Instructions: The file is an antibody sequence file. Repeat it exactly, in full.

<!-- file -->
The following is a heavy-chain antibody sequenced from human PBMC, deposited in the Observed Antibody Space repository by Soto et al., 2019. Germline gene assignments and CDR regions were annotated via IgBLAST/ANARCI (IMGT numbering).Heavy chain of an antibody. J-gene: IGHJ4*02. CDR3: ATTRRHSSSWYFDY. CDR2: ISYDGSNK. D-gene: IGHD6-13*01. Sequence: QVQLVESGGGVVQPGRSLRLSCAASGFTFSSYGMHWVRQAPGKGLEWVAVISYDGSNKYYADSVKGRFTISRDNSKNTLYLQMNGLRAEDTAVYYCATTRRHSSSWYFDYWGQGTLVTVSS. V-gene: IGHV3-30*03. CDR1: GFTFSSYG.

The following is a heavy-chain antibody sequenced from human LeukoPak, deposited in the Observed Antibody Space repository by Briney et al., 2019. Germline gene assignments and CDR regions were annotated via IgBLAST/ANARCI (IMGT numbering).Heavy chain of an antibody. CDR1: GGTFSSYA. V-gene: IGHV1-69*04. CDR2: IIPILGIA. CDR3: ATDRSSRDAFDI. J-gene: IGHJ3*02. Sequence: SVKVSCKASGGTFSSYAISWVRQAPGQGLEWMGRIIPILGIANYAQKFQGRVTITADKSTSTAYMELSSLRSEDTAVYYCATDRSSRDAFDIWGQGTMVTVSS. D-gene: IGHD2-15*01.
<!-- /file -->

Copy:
The following is a heavy-chain antibody sequenced from human PBMC, deposited in the Observed Antibody Space repository by Soto et al., 2019. Germline gene assignments and CDR regions were annotated via IgBLAST/ANARCI (IMGT numbering).Heavy chain of an antibody. J-gene: IGHJ4*02. CDR3: ATTRRHSSSWYFDY. CDR2: ISYDGSNK. D-gene: IGHD6-13*01. Sequence: QVQLVESGGGVVQPGRSLRLSCAASGFTFSSYGMHWVRQAPGKGLEWVAVISYDGSNKYYADSVKGRFTISRDNSKNTLYLQMNGLRAEDTAVYYCATTRRHSSSWYFDYWGQGTLVTVSS. V-gene: IGHV3-30*03. CDR1: GFTFSSYG.

The following is a heavy-chain antibody sequenced from human LeukoPak, deposited in the Observed Antibody Space repository by Briney et al., 2019. Germline gene assignments and CDR regions were annotated via IgBLAST/ANARCI (IMGT numbering).Heavy chain of an antibody. CDR1: GGTFSSYA. V-gene: IGHV1-69*04. CDR2: IIPILGIA. CDR3: ATDRSSRDAFDI. J-gene: IGHJ3*02. Sequence: SVKVSCKASGGTFSSYAISWVRQAPGQGLEWMGRIIPILGIANYAQKFQGRVTITADKSTSTAYMELSSLRSEDTAVYYCATDRSSRDAFDIWGQGTMVTVSS. D-gene: IGHD2-15*01.